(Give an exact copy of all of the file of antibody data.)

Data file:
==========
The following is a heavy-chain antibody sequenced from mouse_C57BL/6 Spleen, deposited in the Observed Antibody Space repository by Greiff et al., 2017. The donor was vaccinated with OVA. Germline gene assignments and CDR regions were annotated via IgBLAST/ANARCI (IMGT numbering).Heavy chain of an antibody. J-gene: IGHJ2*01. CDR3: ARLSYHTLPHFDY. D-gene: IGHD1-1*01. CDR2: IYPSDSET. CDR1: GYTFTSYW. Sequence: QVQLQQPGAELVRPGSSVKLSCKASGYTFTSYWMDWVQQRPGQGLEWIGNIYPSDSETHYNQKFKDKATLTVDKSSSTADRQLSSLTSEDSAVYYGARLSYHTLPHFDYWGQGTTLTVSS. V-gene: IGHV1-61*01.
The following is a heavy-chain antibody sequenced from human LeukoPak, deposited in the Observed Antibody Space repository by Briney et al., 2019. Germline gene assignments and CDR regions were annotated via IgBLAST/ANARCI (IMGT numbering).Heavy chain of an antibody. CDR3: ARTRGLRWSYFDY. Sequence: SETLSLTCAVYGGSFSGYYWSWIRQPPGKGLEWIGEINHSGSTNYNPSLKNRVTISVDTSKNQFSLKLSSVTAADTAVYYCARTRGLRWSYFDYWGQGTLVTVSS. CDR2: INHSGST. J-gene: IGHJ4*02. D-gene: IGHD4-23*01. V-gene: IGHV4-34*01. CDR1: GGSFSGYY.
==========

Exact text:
The following is a heavy-chain antibody sequenced from mouse_C57BL/6 Spleen, deposited in the Observed Antibody Space repository by Greiff et al., 2017. The donor was vaccinated with OVA. Germline gene assignments and CDR regions were annotated via IgBLAST/ANARCI (IMGT numbering).Heavy chain of an antibody. J-gene: IGHJ2*01. CDR3: ARLSYHTLPHFDY. D-gene: IGHD1-1*01. CDR2: IYPSDSET. CDR1: GYTFTSYW. Sequence: QVQLQQPGAELVRPGSSVKLSCKASGYTFTSYWMDWVQQRPGQGLEWIGNIYPSDSETHYNQKFKDKATLTVDKSSSTADRQLSSLTSEDSAVYYGARLSYHTLPHFDYWGQGTTLTVSS. V-gene: IGHV1-61*01.
The following is a heavy-chain antibody sequenced from human LeukoPak, deposited in the Observed Antibody Space repository by Briney et al., 2019. Germline gene assignments and CDR regions were annotated via IgBLAST/ANARCI (IMGT numbering).Heavy chain of an antibody. CDR3: ARTRGLRWSYFDY. Sequence: SETLSLTCAVYGGSFSGYYWSWIRQPPGKGLEWIGEINHSGSTNYNPSLKNRVTISVDTSKNQFSLKLSSVTAADTAVYYCARTRGLRWSYFDYWGQGTLVTVSS. CDR2: INHSGST. J-gene: IGHJ4*02. D-gene: IGHD4-23*01. V-gene: IGHV4-34*01. CDR1: GGSFSGYY.